advertising regulations
affecting lawyer' Web sites.
   At the same time, the
board has given guidance to
Bar staff answering inquiries
about the Web sites, and
the Standing Committee on
Advertisiipg has approved
guidelines to help lawyers
meet the new rules. The


advertising panel also voted
that lawyers' use of online
social networking sites is
subject to the same rules as
lawyer Web sites.
   The board acted at its
December 11 meeting in
Amelia Island, and the
Standing Committee on
Advertising approved its
guidelines at a December 8
meeting.
   The activity follows a
ruling by the Supreme Court
in November that all Bar


advertising rules, except
the requirement they be
submitted to the Bar for
review, apply to lawyer Web
sites.
   That means several
common attributes ofatomey
Web sites - including
testimonials, statements
that characterize the quality
of work, or information
about past results - are not
allowed under the revised

   See Web site, page 9


Bar to support legislation to provide

lawyers for kids in dependency court


By Gary Blankenship
Senior Editor
   Saying it's a core legal
value, the Bar Board of
Governors has adopted a
legislative position that
children in any dependency
proceeding should have the
right to an attorney, and
those in certain critical
categories should have one
provided by the state.
   After hundreds of hours
of work by the Legal Needs
of Children Committee, the
board, at its December 11
meeting in Amelia Island,
adopted the committee's
recommended three-part

Court: Ur


By Jan Pudlow
Senior Editor
   Calling the indiscriminate
shackling of children
in Florida's courtrooms
repugnant, degrading,
humiliating, and contrary to
the stated primary purpose of
the juvenile justice system, a
majority of Florida Supreme
Court justices agreed
restraints may be used only
when'determined necessary
on a case-by-case basis.
   The Supreme Court's
ruling is a monumental
victory for Florida's
children, said Rob Mason,
past chair of the Juvenile
Court Rules Committee and
director of juvenile court for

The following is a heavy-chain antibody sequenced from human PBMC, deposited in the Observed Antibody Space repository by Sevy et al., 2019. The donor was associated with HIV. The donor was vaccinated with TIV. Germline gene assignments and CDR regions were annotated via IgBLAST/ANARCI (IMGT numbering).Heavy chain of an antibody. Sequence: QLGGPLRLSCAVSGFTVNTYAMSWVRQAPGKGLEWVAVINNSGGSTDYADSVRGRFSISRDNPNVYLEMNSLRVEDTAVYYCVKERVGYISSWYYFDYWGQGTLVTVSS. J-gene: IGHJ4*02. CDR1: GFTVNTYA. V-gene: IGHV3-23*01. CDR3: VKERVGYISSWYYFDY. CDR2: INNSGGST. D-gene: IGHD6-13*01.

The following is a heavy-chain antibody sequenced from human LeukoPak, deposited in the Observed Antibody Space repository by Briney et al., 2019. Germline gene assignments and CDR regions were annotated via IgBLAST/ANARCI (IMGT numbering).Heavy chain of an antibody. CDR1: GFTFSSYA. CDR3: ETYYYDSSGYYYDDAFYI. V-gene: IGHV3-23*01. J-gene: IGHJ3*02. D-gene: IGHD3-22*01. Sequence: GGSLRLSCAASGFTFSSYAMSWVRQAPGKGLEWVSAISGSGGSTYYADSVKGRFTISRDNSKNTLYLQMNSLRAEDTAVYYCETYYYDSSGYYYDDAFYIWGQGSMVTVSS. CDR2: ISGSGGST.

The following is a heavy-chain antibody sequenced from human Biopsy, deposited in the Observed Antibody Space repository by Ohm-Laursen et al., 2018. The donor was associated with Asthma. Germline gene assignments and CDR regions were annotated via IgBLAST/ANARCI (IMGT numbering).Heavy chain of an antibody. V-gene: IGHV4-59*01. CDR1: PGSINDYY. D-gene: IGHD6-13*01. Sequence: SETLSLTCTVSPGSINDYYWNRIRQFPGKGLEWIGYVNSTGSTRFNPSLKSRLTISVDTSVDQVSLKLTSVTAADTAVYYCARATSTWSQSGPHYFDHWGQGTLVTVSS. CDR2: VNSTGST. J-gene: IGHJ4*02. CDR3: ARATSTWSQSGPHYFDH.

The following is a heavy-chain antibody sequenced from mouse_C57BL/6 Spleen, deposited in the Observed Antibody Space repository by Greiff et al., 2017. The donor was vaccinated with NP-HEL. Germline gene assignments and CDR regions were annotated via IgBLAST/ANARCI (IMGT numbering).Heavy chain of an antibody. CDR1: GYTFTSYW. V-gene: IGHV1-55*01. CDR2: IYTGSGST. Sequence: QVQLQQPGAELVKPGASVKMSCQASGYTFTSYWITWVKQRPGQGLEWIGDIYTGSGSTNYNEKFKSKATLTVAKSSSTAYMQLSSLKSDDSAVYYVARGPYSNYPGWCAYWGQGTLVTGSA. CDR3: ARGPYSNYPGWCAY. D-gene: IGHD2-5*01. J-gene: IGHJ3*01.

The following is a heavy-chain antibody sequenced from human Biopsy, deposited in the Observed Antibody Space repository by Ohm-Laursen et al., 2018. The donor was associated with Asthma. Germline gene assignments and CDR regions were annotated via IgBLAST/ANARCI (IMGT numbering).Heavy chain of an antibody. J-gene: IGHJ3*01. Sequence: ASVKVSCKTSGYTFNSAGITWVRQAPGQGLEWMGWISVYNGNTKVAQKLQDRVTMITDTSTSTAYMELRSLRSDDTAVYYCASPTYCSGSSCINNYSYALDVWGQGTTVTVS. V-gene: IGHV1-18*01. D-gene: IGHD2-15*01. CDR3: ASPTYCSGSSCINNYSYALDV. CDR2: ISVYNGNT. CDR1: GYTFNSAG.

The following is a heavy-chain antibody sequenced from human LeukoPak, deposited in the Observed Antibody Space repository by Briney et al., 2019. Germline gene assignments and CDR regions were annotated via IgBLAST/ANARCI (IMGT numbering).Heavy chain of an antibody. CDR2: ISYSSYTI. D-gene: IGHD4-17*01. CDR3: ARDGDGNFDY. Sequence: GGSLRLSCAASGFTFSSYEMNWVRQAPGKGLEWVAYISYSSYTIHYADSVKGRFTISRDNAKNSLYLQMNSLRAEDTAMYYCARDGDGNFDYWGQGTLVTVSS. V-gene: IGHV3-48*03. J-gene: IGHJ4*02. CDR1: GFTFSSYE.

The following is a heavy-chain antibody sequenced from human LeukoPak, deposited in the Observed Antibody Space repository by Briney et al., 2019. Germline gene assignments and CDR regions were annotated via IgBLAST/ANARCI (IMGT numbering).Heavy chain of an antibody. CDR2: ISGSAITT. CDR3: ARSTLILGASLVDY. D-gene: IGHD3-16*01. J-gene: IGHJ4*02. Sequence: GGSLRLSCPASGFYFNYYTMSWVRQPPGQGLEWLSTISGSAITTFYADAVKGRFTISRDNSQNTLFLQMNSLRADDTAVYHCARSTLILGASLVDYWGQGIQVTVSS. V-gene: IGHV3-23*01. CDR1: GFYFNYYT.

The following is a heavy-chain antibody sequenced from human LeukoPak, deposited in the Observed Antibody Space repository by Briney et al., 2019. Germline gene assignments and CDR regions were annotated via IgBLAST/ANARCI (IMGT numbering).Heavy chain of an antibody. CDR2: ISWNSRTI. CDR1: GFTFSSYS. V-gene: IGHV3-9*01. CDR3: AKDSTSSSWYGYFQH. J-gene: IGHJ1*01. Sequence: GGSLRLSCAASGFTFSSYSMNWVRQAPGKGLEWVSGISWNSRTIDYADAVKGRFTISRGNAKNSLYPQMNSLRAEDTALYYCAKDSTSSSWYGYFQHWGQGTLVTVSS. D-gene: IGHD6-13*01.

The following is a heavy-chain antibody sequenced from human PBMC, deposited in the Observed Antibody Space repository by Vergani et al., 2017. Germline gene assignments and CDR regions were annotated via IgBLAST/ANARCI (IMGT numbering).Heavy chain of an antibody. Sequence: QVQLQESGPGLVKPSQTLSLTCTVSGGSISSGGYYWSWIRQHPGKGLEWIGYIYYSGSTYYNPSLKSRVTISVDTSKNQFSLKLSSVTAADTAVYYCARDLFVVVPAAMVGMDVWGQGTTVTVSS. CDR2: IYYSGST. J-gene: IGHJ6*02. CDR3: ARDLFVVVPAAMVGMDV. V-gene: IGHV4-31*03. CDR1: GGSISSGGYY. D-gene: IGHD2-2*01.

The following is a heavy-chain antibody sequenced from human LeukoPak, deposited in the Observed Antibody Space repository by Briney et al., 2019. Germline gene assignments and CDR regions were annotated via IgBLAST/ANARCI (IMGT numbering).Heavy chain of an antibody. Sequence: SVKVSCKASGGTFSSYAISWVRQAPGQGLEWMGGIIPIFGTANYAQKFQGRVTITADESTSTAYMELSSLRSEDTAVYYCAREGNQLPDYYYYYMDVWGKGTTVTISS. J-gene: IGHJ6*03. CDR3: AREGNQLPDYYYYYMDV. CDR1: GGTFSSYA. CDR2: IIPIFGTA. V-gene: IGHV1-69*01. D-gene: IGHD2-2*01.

the Fourih Circuit Public
Defender. He argued for the
rule change before the high
court.
   Children in juvenile


position on representing
children in dependency
cases.
   The approval came after


several
contentious
committee
meetings,
and more
than two
hours of
testimony
and debate
the previous
day at the


DINER


Legislation Committee (see
story on page 11I). That panel
recommended approval 5-1,


42-3.
   It's the statistical data
that shows when kids have
lawyers, they spend less time
in the foster care system,
they get adopted, they get
families, they get treatments,
said board member Gwynne
Young.
   The new position
provides:
   - Every child has a right to
an attorney in a dependency
case, whether the attorney is
a volunteer or state paid.
   - Attorneys should be
provided for children -


   and the final board vote was  See Kids, page 10

nchain the children


court are entitled to due
process and fair treatment,
and adoption of this rule is
clearly consistent with those
constitutional principles.


   The court ruled December
17 in case No. SC09-141,
In Re: Amendments to the

    See Chains, page 8


Deputy solicitor general to

• highlight FSCHS dinner
   Neal Katyal, tabbed a rising superstar by Washington
insiders, will be the keynote speaker
at the Annual Dinner of the Florida
Supreme Court Historical Society at the
University Center Club in Tallahassee
January 28.
   Katyal is the principal deputy solicitor
general of the United States. Previously
he was a distinguished professor of
national security law at Georgetown'
University, and he has held several key
legal positions in the nation's capital. He
has been at the forefront of a number of  KATYAL
high profile court cases, as lead counsel in the challenge
                            See FSCHS,,page 5


GONZALEZ